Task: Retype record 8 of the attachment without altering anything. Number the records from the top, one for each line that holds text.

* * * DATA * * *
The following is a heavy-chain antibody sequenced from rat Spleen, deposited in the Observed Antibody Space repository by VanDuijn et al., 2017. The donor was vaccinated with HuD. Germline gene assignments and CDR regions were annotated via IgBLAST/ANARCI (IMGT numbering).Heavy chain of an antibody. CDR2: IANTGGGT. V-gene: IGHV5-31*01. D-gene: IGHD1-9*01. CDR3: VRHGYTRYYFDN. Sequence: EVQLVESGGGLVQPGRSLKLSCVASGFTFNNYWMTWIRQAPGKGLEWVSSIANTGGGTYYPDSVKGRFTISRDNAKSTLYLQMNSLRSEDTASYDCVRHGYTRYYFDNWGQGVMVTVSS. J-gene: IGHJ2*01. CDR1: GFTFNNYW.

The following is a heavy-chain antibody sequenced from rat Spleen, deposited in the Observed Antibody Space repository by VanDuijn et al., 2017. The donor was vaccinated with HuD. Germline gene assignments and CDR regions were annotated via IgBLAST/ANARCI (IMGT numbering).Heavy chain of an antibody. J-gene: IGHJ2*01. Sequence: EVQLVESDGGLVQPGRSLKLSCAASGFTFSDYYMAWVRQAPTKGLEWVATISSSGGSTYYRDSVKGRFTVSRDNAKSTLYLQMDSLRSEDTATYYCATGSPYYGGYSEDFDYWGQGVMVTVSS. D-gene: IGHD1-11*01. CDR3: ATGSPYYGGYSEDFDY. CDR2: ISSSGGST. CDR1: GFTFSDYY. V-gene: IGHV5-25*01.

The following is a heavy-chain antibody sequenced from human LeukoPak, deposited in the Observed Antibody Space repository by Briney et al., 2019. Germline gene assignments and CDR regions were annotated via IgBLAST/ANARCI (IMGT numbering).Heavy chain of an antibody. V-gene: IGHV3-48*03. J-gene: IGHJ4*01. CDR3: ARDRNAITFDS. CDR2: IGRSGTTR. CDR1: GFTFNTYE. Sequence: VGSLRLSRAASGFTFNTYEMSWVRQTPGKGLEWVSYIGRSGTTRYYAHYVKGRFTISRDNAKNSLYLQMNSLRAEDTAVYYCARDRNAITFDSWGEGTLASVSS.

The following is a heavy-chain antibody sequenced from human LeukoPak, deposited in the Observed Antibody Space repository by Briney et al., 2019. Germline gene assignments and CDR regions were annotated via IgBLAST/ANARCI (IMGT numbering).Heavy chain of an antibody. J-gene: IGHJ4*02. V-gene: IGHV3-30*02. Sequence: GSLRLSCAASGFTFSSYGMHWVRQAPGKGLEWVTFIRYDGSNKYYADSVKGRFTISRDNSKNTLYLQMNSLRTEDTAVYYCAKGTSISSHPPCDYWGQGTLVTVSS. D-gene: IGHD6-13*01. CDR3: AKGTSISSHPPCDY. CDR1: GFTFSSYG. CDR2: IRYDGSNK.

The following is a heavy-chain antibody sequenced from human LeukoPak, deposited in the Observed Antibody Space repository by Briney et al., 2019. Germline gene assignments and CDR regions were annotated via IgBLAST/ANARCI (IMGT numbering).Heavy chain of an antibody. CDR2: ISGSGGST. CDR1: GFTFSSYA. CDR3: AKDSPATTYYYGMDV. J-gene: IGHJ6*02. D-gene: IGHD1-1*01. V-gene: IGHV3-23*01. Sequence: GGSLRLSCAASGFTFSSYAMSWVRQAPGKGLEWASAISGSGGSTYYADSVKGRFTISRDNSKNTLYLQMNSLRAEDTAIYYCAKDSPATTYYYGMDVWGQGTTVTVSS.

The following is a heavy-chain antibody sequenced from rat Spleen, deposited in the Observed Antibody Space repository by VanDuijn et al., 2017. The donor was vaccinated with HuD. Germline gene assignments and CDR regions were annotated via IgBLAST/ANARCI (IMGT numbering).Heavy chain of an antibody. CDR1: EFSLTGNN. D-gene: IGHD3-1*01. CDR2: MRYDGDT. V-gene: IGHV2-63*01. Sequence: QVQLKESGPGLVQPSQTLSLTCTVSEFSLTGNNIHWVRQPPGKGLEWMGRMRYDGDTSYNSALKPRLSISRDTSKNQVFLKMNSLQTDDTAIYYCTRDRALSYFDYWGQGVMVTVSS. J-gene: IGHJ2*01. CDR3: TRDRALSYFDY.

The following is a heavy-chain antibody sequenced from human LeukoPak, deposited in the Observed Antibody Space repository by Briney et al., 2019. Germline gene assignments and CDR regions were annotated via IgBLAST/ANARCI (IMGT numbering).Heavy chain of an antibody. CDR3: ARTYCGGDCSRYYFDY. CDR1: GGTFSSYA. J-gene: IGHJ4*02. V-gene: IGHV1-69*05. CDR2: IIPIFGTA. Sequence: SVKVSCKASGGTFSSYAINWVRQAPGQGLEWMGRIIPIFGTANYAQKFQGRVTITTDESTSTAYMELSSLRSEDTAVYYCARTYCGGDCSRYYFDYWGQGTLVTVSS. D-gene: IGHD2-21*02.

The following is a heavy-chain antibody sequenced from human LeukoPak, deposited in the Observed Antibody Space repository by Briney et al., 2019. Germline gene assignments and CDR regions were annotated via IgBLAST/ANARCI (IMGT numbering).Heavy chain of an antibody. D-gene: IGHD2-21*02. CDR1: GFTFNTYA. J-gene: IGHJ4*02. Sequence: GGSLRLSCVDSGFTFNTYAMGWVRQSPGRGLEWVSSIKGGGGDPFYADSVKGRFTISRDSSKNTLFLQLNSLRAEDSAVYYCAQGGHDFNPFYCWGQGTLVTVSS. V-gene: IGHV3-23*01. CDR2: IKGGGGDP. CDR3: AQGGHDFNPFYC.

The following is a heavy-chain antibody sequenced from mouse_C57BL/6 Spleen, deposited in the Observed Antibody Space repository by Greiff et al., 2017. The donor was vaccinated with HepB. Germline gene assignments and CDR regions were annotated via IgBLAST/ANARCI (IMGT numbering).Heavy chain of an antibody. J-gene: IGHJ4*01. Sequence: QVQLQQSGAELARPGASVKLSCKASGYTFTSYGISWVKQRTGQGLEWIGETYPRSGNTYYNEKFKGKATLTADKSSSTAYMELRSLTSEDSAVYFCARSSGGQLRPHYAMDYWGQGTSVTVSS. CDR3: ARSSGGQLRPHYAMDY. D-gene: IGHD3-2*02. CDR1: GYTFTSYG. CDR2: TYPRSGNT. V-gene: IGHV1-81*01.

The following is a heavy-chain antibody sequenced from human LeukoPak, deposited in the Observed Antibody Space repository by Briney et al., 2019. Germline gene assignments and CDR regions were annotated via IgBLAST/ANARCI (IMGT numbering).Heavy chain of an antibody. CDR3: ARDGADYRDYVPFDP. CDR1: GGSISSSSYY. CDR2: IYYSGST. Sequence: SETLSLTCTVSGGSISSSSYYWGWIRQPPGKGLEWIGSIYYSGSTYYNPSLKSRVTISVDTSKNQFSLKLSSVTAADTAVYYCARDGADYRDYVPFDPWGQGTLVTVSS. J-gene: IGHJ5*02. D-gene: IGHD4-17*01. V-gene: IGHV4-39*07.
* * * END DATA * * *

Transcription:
The following is a heavy-chain antibody sequenced from human LeukoPak, deposited in the Observed Antibody Space repository by Briney et al., 2019. Germline gene assignments and CDR regions were annotated via IgBLAST/ANARCI (IMGT numbering).Heavy chain of an antibody. D-gene: IGHD2-21*02. CDR1: GFTFNTYA. J-gene: IGHJ4*02. Sequence: GGSLRLSCVDSGFTFNTYAMGWVRQSPGRGLEWVSSIKGGGGDPFYADSVKGRFTISRDSSKNTLFLQLNSLRAEDSAVYYCAQGGHDFNPFYCWGQGTLVTVSS. V-gene: IGHV3-23*01. CDR2: IKGGGGDP. CDR3: AQGGHDFNPFYC.